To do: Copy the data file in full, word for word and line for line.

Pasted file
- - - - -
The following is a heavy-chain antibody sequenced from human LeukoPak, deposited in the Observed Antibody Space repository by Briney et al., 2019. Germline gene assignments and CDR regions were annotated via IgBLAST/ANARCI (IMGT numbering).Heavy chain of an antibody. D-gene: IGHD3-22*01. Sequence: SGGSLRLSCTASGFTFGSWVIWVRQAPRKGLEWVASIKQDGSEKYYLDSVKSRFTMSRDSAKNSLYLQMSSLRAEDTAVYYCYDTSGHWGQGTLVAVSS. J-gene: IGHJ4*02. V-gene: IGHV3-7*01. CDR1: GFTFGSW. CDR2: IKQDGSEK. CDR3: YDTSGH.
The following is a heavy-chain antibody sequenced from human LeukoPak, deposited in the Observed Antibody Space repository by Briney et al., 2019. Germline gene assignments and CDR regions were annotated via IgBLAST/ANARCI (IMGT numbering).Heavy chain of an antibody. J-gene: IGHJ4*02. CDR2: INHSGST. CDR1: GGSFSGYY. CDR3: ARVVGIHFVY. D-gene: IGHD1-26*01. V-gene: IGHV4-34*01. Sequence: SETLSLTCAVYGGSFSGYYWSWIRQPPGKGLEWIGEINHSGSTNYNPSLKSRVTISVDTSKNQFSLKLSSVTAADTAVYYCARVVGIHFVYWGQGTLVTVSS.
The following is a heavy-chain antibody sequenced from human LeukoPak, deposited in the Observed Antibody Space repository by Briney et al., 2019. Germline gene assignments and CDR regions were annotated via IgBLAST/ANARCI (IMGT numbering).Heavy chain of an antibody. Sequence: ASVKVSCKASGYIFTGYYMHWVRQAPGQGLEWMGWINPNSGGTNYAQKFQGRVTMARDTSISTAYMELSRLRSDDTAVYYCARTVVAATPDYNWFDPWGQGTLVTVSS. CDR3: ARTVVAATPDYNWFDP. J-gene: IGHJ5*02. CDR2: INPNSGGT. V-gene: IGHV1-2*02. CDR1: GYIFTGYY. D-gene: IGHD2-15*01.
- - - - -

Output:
The following is a heavy-chain antibody sequenced from human LeukoPak, deposited in the Observed Antibody Space repository by Briney et al., 2019. Germline gene assignments and CDR regions were annotated via IgBLAST/ANARCI (IMGT numbering).Heavy chain of an antibody. D-gene: IGHD3-22*01. Sequence: SGGSLRLSCTASGFTFGSWVIWVRQAPRKGLEWVASIKQDGSEKYYLDSVKSRFTMSRDSAKNSLYLQMSSLRAEDTAVYYCYDTSGHWGQGTLVAVSS. J-gene: IGHJ4*02. V-gene: IGHV3-7*01. CDR1: GFTFGSW. CDR2: IKQDGSEK. CDR3: YDTSGH.
The following is a heavy-chain antibody sequenced from human LeukoPak, deposited in the Observed Antibody Space repository by Briney et al., 2019. Germline gene assignments and CDR regions were annotated via IgBLAST/ANARCI (IMGT numbering).Heavy chain of an antibody. J-gene: IGHJ4*02. CDR2: INHSGST. CDR1: GGSFSGYY. CDR3: ARVVGIHFVY. D-gene: IGHD1-26*01. V-gene: IGHV4-34*01. Sequence: SETLSLTCAVYGGSFSGYYWSWIRQPPGKGLEWIGEINHSGSTNYNPSLKSRVTISVDTSKNQFSLKLSSVTAADTAVYYCARVVGIHFVYWGQGTLVTVSS.
The following is a heavy-chain antibody sequenced from human LeukoPak, deposited in the Observed Antibody Space repository by Briney et al., 2019. Germline gene assignments and CDR regions were annotated via IgBLAST/ANARCI (IMGT numbering).Heavy chain of an antibody. Sequence: ASVKVSCKASGYIFTGYYMHWVRQAPGQGLEWMGWINPNSGGTNYAQKFQGRVTMARDTSISTAYMELSRLRSDDTAVYYCARTVVAATPDYNWFDPWGQGTLVTVSS. CDR3: ARTVVAATPDYNWFDP. J-gene: IGHJ5*02. CDR2: INPNSGGT. V-gene: IGHV1-2*02. CDR1: GYIFTGYY. D-gene: IGHD2-15*01.